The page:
2009’s Toughest Pitches

Before the start of this season, I wrote a piece that mentioned the toughest pitches to hit in 2008. I them promptly forgot about the data that I had pulled to write that. Now fast forward to a few days ago, when I was again curious about the pitches that garnered the highest percentage of swings and misses. I ended up re-doing my work, but in a vastly more efficient manner (it’s nice to know that I’ve gotten smarter in at least some areas) this time around, so maybe I won’t forget and let this go to waste.

Anyways, last year’s toughest pitch was Ryan Madson‘s changeup thrown to same-handed (that is, right-handed) hitters. Back then I broke each pitcher-pitch combo down into four groups, separated by role, starter or reliever, and batter handedness, same or opposite. This time, I am less inclined to do so, preferring to focus on bigger samples and effectiveness spread across platoon situations. I can still break it down like that in the future should the need arise, but for this year’s hardest pitch to hit award, I’m keeping it on the level.

And the winner of that award for 2009 goes to Brandon League. It’s a rather remarkable win, because the pitch in question, a changeup — or, possibly, a splitter — was a new one for League, who up until 2009 was a dominant fastball pitcher that tossed out a slider once in awhile. In 2009, League introduced the splitter pitch and relied on it, using it roughly 35% of the time. And boy did it work. 35% of the time that Brandon League threw that splitter, the hitter swung and missed. It was five percentage points better than the person-pitch in second place, an old friend, Ryan Madson‘s changeup, at just under 30%.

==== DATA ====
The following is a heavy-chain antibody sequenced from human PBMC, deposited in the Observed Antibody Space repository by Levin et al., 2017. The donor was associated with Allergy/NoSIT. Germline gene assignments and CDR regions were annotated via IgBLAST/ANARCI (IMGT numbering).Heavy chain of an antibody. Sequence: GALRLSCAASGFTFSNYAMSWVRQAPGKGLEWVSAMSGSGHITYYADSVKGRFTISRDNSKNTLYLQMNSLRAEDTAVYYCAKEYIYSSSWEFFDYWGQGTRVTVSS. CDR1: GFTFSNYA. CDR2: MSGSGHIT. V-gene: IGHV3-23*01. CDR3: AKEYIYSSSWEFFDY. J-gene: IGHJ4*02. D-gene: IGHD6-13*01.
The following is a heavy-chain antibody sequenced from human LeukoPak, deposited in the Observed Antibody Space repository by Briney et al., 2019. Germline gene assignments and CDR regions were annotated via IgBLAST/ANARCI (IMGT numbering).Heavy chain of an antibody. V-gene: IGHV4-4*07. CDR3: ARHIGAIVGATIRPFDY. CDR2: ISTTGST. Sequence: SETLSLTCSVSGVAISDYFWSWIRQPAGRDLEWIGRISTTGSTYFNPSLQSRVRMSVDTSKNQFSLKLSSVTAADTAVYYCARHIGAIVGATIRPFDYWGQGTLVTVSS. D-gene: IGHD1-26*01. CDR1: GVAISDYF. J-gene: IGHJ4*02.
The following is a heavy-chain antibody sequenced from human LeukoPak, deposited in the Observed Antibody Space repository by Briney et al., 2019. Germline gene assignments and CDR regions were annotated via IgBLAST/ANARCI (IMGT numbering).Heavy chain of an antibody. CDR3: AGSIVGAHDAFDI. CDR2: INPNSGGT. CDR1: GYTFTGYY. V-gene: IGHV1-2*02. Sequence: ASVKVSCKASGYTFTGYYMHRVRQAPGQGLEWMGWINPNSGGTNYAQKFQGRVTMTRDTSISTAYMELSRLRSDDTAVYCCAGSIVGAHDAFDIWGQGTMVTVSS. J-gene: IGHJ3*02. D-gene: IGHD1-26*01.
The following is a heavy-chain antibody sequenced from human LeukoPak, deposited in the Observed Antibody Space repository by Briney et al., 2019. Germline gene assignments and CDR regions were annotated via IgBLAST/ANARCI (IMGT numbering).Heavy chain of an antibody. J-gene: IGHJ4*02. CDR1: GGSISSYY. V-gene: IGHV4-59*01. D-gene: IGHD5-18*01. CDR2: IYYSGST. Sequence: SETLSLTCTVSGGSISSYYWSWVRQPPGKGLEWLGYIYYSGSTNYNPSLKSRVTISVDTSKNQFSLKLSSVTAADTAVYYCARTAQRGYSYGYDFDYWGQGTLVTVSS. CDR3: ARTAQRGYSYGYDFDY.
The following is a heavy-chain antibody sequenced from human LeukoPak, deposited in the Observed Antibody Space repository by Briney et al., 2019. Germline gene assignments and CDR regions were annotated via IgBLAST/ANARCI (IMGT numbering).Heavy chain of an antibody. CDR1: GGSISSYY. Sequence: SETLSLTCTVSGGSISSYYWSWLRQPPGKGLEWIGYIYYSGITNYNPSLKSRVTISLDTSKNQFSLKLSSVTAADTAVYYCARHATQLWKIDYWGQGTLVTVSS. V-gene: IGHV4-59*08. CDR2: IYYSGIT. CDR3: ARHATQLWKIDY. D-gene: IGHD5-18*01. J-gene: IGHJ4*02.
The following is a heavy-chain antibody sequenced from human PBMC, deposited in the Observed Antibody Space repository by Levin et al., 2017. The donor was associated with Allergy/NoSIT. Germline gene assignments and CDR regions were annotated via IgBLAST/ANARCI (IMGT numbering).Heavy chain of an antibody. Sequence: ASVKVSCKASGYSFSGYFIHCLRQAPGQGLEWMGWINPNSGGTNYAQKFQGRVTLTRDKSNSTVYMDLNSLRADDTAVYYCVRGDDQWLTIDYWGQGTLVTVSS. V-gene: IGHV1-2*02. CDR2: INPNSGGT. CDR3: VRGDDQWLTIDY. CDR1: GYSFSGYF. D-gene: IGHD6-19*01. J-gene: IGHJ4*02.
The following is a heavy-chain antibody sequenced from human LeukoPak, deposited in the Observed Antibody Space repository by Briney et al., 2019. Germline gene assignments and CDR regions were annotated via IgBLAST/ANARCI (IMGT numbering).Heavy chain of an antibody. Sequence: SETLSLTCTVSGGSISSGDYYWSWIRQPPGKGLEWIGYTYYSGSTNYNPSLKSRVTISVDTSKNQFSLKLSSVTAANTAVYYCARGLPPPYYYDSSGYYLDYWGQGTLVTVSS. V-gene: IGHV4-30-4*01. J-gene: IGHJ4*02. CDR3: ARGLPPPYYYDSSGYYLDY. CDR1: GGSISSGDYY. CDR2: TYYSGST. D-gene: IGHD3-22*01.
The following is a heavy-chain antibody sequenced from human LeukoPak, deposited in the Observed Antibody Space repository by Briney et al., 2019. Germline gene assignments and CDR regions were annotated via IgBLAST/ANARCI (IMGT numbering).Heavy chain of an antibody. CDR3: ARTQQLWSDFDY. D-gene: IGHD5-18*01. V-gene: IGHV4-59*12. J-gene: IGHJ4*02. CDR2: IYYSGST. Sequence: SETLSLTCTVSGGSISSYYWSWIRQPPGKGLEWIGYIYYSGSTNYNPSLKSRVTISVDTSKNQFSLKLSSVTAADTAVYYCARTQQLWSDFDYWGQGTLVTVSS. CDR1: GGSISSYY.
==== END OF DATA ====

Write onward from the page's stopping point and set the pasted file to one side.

Third and fourth place went to Jonathan Broxton and Huston Street‘s sliders, in that order, and Francisco Rodriguez‘s changeup rounded out the top five.

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Matthew Carruth is a software engineer who has been fascinated with baseball statistics since age five. When not dissecting baseball, he is watching hockey or playing soccer.

23 Responses to “2009’s Toughest Pitches”

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  1. eyebleaf says:

    Oh, Brandon League. We’ll miss you.

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  2. OremLK says:

    Where does Wandy Rodriguez’s curveball fall, out of curiosity? I seem to remember an awful lot of swings and misses.

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  3. NBarnes says:

    I think a little more refinement would generate more interesting results. It’s good to know what pitches get a lot of swings and misses. But there’s more to swings and misses to pitching. It should be possible to look into pitches that get called strikes. Or pitches that get hit weakly to infielders all the time. Or even pitches that get a lot of singles, but never turn into doubles or HRs. Those are all pretty good pitches.

    Also, not separating out starters and relievers has to be considered a mistake. You combined them and predictably ended up with five top spots == five relievers. *yawn*

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  4. trebek29 says:

    mo’s cutter does not make the list?

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    • Will says:

      not even close,
      mo was actually more hittable this past year than any other of his career despite putting up 44 saves.
      his contact against rate soared to a career high 82.8% up from 76.3% in ’08.
      It seems that his control dropped off even though his BB/9 stayed amazing at 1.63. He threw fewer strikes in ’09 than ever before at only 43.5% of pitches in the zone. And when he located, those balls were hit. His z-contact was 90.2%.
      Also notable that he stranded an unusually high number of runners with a career high 91.8%, well higher than his career average of 80.1%.
      Putting all this together, look for Mo to start showing his age in 2010.
      Mind you, I’m a huge yanks fan and hope he pitches into his 50s.

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      • Will says:

        I wonder what the numbers would look like if you removed the first month of the season. Mariano was coming off an off season surgery and a slow spring training schedule, so that might explain some of these “declining” rates.

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    • NYD says:

      Mo’s cutter, although tough, gets put into play quite a bit, albeit it usually leaves the hitter with a broken bat….